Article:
By Aaron Mehta, Posted on

WASHINGTON — When Gen. Mark Welsh gives his keynote address at this year’s annual US Air Force Association symposium outside of Washington, he will be making his final appearance at the show as the top uniformed official in the service.

Welsh, who took office in August 2012, is expected to retire next summer. So for those who watch the service closely, the horse race for his replacement is officially on.

Obviously, nothing has been decided and factors could change quickly. But talks with more than a half dozen sources inside and outside the Pentagon found consensus around certain candidates already forming.

All the names come with the caveat that a decision on the next chief is made with input from the service secretary, the White House and Secretary of Defense Ash Carter. The latter is the real wild card here, as Carter has shown a willingness — some have described it as a desire — to find out-of-the-box candidates.

Both of Carter’s choices for Navy and Army chief have been considered long shots that flew in the face of tradition. In particular, the choice of Adm. John Richardson to move from chief of naval reactors to CNO has been a controversial one, as he is the first director of Naval Reactors to lead the Navy, something considered a sacred trust within the service.

When it comes to Welsh’s replacement, the early public consensus has coalesced in the last year around Gen. Lori Robinson, who has had a meteoric rise inside the service.

In June of 2012, just before Welsh took office, Robinson was a two-star and was named deputy commander, US Air Forces Central Command; less than a year later, she pinned on her third star in May of 2013 when she was promoted to vice commander, Air Combat Command.

In October 2014, she pinned on her fourth star and took over as commander, Pacific Air Forces. With the PACAF assignment, Robinson not only became the first US female four-star to command combat forces, but assumed an extremely prominent position, given the focus of the Obama administration on the so-called “pivot” to the Pacific.

“It is a reinforcement of our presence here in the region,” Robinson told sister publication Air Force Times about the pivot. “It’s a re-commitment of our engagement with our partners and allies.”

Robinson is also reportedly a favorite of Deborah Lee James, who as secretary of the Air Force has worked extensively to expand the profile of women in the service.

The majority of those interviewed for this piece identified Robinson as the odds-on favorite, and none raised objections about her personally, with most quick to praise her intelligence.

However, there are a few factors that could work against Robinson. The most obvious is her quick rise — it would be nearly unheard of for someone to go from getting a third star to being chief of a service in about three years.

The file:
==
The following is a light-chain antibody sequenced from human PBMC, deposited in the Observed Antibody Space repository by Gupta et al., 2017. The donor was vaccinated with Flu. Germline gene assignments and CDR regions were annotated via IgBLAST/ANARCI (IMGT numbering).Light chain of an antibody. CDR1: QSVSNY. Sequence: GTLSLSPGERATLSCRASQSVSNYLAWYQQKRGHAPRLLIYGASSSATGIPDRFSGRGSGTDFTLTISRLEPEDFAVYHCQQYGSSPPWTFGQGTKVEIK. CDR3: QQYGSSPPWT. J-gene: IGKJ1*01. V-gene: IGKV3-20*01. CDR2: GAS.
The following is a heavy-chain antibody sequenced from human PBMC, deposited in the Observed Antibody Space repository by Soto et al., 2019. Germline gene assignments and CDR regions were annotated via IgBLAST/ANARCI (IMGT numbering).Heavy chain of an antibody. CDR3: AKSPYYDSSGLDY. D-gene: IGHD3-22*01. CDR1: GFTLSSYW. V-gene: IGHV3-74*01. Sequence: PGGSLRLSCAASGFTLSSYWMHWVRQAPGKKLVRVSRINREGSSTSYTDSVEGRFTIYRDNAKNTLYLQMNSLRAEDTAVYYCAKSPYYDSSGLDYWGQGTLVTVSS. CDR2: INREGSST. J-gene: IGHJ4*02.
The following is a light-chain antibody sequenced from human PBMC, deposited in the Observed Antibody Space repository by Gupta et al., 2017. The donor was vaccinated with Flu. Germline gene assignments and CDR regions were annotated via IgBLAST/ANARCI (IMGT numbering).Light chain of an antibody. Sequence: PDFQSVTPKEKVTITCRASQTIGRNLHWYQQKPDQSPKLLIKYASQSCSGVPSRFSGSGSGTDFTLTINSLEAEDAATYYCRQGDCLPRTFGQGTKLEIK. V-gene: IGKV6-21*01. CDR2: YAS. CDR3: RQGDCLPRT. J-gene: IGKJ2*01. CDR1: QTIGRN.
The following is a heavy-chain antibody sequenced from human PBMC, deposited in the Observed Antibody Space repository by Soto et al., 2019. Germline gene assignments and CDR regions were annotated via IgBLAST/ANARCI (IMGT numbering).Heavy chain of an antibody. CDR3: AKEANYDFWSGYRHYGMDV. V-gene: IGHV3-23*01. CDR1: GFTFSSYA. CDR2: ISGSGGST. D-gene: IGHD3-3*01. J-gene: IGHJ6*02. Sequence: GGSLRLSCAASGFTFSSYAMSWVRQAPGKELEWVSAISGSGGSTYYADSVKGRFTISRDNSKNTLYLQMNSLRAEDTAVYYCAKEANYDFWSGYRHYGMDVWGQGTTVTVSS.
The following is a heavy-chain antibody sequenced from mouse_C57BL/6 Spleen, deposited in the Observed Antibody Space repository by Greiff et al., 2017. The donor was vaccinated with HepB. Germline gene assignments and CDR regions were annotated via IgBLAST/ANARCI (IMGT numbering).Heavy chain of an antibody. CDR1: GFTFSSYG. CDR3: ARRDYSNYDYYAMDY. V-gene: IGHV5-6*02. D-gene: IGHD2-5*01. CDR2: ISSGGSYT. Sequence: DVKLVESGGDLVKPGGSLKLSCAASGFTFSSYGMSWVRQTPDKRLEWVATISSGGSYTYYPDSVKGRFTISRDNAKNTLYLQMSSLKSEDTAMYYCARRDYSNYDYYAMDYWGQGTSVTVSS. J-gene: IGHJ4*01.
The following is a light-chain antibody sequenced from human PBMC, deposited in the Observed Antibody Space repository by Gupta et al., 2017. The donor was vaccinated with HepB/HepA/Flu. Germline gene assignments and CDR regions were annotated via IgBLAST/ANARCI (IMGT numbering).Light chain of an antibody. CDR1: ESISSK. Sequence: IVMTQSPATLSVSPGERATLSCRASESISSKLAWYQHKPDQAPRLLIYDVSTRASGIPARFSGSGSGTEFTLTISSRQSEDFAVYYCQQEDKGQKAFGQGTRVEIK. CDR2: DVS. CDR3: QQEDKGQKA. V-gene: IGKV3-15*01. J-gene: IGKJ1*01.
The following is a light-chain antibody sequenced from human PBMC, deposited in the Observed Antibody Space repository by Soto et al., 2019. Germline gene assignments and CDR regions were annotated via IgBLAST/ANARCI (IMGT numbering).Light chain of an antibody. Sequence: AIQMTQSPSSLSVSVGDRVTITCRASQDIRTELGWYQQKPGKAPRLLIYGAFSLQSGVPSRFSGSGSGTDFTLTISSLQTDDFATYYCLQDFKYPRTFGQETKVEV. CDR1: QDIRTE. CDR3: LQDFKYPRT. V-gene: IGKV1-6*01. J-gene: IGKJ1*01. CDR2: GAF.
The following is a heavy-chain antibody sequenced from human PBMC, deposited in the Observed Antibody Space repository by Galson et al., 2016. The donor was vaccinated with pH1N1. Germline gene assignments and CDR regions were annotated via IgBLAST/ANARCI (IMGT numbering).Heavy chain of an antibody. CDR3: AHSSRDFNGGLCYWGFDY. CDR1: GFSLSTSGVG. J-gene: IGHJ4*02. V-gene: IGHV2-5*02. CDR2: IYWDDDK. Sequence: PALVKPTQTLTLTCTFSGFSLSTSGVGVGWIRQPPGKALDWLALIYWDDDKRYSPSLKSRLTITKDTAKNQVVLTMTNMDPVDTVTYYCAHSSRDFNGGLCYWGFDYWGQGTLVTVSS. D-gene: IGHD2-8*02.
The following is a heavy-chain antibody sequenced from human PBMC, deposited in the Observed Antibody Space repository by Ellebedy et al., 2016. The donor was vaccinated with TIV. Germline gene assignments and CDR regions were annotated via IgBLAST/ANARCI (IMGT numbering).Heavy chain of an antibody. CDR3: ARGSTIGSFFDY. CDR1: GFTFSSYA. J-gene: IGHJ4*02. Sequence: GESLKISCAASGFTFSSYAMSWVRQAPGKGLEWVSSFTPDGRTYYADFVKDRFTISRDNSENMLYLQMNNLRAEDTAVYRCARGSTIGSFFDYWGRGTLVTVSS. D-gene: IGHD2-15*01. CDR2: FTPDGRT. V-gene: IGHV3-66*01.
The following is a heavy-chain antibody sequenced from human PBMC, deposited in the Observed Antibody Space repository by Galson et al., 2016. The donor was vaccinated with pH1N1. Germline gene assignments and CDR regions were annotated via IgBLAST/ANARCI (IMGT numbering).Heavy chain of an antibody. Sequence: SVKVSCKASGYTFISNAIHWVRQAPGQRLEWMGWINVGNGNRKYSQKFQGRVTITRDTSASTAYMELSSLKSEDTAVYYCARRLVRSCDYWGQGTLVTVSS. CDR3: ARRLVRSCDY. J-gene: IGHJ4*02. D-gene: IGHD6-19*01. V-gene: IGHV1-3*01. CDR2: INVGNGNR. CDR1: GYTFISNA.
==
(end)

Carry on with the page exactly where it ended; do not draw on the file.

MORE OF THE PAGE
Additionally, and for the internal politics of the Air Force, perhaps more damaging, is that Robinson is not a pilot. And while her background as a senior air battle manager with more than 900 hours aboard the E-3B/C and E-8C means she has plenty of experience with battlefields, one source questioned whether the lack of combat pilot experience would cost her respect among her fellow four-stars.

If not Robinson, then who?

Gen. Darren McDew, who spent the last year as head of Air Mobility Command, was considered a more likely candidate before he accepted a position as head of US Transportation Command last month. It would be unusual for him to move back to the Air Force so quickly after such a move, but sources argue that TRANSCOM is not a particularly hard job to fill if the need arose.

“How critical is TRANSCOM right now, without a major logistical movement at hand? You could move in and out right now in a way you couldn’t in 2006,” one source said. “That job won’t keep McDew out of the running.”

Like Robinson, McDew lacks a fighter pilot background, having flown support aircraft like the KC-135 tanker and C-17 transport. Sources indicated, however, that this is less an issue for McDew than McDew’s experience and the general respect for him inside the Pentagon.

McDew, notably, would be the first African-American chief for the service.

The dark horse candidate for the spot appears to be Gen. Herbert “Hawk” Carlisle, the head of Air Combat Command. Carlisle checks all the boxes — combat command experience, an F-15 piloting background, and time both inside the Pentagon and in the Pacific.

“My priority, the one I think about every single day, is our airmen and their families,” Carlisle told Air Force Times in a recent interview.

However, Carlisle would be 59 by the time Welsh retires, older than normal to take on a chief of staff job. He also does not represent diversity, an issue sources agree is being weighed by both James and the administration.

Most sources who discussed the topic ranked the likely order as Robinson-McDew-Carlisle, although one source was adamant that Robinson will not be the pick.

Other names mentioned as possibilities were Gen. Robin Rand, the recently appointed head of Global Strike Command; Gen. Phillip Breedlove, supreme allied commander of NATO; and Gen. John Hyten, who leads US Air Force Space Command. However, all three were seen as long shots for the job.